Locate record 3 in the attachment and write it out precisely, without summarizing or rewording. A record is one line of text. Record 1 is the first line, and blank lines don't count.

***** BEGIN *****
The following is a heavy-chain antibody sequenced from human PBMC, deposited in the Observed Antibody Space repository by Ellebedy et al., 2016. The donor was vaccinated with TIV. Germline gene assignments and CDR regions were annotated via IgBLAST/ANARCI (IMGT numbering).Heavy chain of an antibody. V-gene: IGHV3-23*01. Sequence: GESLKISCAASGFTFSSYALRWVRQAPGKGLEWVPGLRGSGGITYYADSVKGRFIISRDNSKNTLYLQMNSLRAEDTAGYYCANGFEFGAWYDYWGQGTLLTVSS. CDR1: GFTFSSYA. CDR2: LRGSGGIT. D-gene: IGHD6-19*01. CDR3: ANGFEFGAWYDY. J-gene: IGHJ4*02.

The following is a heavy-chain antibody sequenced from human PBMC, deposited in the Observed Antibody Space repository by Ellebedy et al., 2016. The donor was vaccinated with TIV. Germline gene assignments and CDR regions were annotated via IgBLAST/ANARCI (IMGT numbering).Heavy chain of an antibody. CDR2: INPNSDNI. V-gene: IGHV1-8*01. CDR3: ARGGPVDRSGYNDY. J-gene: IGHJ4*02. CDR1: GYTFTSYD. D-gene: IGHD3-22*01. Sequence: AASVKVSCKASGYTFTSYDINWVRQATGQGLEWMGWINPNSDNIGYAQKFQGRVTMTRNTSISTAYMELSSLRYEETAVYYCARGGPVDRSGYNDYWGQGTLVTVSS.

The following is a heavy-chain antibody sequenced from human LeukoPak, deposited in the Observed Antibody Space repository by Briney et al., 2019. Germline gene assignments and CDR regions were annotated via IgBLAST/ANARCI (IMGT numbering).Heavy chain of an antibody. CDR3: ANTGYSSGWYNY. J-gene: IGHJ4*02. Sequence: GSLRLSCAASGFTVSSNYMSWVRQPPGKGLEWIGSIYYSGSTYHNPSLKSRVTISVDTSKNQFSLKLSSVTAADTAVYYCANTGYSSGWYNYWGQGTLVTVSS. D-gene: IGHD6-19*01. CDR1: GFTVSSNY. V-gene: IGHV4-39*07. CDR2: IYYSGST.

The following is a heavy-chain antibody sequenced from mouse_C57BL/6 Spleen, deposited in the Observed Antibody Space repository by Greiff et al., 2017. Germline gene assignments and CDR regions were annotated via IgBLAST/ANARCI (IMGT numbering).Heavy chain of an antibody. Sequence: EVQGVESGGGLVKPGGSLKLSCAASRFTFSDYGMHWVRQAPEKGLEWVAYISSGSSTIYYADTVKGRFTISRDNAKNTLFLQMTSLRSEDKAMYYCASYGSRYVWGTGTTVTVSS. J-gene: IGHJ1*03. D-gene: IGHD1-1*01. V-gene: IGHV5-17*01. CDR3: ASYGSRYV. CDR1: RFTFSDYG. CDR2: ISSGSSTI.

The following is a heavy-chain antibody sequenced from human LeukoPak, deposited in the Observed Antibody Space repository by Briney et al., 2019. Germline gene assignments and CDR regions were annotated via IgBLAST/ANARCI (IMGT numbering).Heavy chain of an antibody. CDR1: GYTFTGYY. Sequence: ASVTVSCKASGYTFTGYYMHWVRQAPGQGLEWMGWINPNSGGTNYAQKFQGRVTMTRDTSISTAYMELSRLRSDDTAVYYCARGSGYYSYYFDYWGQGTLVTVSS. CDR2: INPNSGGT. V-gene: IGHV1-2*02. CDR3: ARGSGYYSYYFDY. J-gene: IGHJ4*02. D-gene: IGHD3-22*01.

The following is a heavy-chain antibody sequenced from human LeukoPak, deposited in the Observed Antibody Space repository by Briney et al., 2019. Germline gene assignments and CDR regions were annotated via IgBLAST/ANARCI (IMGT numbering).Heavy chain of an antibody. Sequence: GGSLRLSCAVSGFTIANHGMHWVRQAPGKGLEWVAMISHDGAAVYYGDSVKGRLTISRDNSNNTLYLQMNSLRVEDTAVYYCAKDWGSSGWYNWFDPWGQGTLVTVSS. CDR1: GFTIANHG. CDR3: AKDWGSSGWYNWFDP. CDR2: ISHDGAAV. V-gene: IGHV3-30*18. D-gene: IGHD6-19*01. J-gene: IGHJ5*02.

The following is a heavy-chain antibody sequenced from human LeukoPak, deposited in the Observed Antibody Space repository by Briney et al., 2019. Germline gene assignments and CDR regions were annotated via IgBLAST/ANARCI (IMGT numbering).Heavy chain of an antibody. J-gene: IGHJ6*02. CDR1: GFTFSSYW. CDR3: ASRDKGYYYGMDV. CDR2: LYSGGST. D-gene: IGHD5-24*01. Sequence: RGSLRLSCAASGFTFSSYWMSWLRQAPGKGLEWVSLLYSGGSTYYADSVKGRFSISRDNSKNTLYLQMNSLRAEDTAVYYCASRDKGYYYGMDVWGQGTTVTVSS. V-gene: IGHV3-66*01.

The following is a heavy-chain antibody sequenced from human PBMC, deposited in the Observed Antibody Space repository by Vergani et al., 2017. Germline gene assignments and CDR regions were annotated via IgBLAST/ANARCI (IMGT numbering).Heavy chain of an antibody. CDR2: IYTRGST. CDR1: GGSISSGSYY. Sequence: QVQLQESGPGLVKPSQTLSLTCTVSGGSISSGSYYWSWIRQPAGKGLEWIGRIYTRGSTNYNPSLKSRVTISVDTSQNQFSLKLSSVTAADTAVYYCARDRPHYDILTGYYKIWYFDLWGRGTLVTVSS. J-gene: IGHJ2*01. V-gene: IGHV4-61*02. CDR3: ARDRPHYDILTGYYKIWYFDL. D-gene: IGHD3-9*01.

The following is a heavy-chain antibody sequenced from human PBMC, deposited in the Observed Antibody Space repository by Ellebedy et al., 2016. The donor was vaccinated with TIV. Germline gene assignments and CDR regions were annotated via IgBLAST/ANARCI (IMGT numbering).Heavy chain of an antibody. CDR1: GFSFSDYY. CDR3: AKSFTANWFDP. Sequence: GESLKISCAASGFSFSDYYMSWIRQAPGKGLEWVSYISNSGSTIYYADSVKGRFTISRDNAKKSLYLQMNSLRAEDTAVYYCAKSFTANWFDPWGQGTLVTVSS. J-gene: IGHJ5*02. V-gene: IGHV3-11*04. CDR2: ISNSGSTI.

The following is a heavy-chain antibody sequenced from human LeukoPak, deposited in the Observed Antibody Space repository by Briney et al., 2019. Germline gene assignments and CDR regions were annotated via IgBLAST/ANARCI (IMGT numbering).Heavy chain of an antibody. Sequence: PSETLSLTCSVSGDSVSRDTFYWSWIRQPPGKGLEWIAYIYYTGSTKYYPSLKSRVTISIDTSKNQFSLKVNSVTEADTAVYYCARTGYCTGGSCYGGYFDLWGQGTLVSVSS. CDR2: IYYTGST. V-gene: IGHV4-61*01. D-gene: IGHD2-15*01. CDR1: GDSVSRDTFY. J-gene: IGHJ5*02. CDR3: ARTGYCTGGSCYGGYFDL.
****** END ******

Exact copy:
The following is a heavy-chain antibody sequenced from human LeukoPak, deposited in the Observed Antibody Space repository by Briney et al., 2019. Germline gene assignments and CDR regions were annotated via IgBLAST/ANARCI (IMGT numbering).Heavy chain of an antibody. CDR3: ANTGYSSGWYNY. J-gene: IGHJ4*02. Sequence: GSLRLSCAASGFTVSSNYMSWVRQPPGKGLEWIGSIYYSGSTYHNPSLKSRVTISVDTSKNQFSLKLSSVTAADTAVYYCANTGYSSGWYNYWGQGTLVTVSS. D-gene: IGHD6-19*01. CDR1: GFTVSSNY. V-gene: IGHV4-39*07. CDR2: IYYSGST.